I’ve often thought that all you really need to start off on the journey of becoming  an environmentalist is simply your curiosity.

You could probably take a whole swag of accessories too, but if you simply stepped outside into your very neighbourhood, and took some curious mates with you for a stroll – then you’ve just signed up for How to be an Environmentalist 101. 

Or – you could sign your whole class up to Kids Teaching Kids, and be really inspired to become a future environmental leader.


It’s been my great delight in recent years to work with the team at Pt Nepean National Park as they host the annual Kids Teaching  Kids mini-conference for local students.

Schools across the Mornington Peninsula are now being invited to take part in this innovative environmental youth leadership program on the 8th September 2016, and registrations have just opened.

It’s a simple concept, but its leaves a powerful mark on young minds –  student teams host workshops for their peers with humour, energy, creativity and some pretty impressive presentations as they inspire one another to consider the big picture and the local connection.

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I’ve wrangled media and photographers at quite a few Kids Teaching Kids events now and every year I want to be a 12 year old again – on the cusp of something great, ready to tell the world what it needs to do, offering up my views on why we need the environment, and why the environment needs us to champion on its behalf.  It’s pretty motivating being around the energy and empathy of the Grade 5’s – Years 9’s who bound into Kids Teaching Kids with enthusiasm every year.


Unexpected learning moments, jostling elbows with other kids, being identified as a leader for the day, being treated as someone with an opinion that adults want to hear from, experiencing the excitement of  a real conference –  it all opens up  awareness and self-esteem. They walk taller, wiser and greener and when they leave.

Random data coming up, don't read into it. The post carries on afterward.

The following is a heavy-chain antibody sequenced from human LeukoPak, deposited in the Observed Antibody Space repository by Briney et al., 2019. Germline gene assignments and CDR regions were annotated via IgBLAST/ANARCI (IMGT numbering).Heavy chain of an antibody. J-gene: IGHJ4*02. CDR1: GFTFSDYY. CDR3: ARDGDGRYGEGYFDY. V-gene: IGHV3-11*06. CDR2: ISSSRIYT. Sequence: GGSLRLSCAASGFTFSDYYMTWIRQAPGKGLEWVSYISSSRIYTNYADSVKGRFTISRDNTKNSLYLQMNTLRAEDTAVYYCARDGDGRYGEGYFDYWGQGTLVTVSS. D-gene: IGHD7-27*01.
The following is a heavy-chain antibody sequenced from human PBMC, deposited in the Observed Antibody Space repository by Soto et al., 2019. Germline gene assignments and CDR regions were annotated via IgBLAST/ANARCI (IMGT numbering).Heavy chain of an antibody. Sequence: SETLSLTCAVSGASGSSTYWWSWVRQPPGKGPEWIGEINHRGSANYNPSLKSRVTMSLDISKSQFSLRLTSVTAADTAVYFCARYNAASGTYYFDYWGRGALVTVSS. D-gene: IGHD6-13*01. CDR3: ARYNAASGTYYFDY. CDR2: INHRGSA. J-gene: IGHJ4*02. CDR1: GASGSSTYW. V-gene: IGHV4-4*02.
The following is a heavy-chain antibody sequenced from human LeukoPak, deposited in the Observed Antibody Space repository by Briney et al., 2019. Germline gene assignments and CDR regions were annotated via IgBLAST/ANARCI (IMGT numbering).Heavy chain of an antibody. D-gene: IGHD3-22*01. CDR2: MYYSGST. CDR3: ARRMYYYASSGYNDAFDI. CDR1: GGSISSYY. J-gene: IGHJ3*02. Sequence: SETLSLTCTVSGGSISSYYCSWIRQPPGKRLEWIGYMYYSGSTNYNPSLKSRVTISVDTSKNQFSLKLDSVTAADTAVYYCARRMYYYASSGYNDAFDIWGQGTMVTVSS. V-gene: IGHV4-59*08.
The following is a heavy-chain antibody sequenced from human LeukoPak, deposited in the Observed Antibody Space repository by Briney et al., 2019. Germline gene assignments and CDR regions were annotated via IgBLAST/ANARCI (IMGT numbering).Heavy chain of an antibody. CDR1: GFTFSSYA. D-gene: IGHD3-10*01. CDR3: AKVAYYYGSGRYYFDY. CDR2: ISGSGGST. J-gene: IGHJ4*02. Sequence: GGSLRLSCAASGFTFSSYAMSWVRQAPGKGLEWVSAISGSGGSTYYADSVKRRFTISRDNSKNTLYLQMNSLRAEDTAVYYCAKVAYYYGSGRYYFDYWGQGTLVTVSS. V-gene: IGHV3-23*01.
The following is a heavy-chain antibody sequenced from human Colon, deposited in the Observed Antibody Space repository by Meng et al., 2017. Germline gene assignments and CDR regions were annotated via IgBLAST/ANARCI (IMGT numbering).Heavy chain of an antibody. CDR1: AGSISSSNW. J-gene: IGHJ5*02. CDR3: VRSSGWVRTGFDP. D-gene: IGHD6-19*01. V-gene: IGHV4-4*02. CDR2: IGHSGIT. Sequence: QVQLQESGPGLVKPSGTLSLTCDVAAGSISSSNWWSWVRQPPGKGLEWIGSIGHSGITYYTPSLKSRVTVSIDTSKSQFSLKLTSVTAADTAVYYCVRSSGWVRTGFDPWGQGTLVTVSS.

It is a wholesome and necessary thing for us to turn again to the earth and in the contemplation of her beauties to know the wonder and humility” – Rachel Carson

Kids Teaching Kids is now in it’s 18th year – it’s a national collaborative program that helps Aussie youth put the environment and its challenges under the microscope, and feel empowered to make meaningful contributions to issues and concerns facing us locally, and nationally. Over 55, 000 students take part nationally.

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At Pt Nepean National Park, primary and high schools from across the Mornington Peninsula schools gather at the Quarantine Station to explore solutions for global challenges. Kids create workshop bases in  the historic buildings of the Quarantine Station and go to town discovering, presenting, exploring and observing the environment alongside their peers.

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Over the years at Kids Teaching Kids I’ve watched nature artworks evolve, studied paper mache moulds, wrapped my arms and measuring tapes around tall trees,  nailed Hooded Plover nesting boxes, held native critters in my hand, wandered through timelines and listened to statistics that made my brain pop.

Kids Teaching Kids inspires grown ups too and organisers are currently also calling for volunteer mentors who may be interested in mentoring a local school on a particular environmental topic and can offer environmental expertise.

Last years Friends of the Hooded Plover volunteers stepped in as mentors to a school group and found the program connected them with a more youthful base of supporters, really helped them in sharing the plight of the Hooded Plover and provided them with a dynamic set of opportunities to work with families. The students they mentored were so inspired by their mentors, they went on to raise $3, 000 to purchase iPads to monitor the Hooded Plover live breeding program.  That in itself was a game changer – a great way to connect the dots as a community across the generations.

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Quite simply Kids Teaching Kids fills their heads with what if’s, their hearts with what can be and their lungs with outdoor fun! If you’re a teacher, an educator, a Principal or someone with some free time to volunteer and mentor the students in schools, then the Kids Teaching Kids program would love to hear from you.

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Register today at http://www.kidsteachingkids.com.au/get-involved/

You could be starting a young environmentalist off on a life long passion to make a difference.



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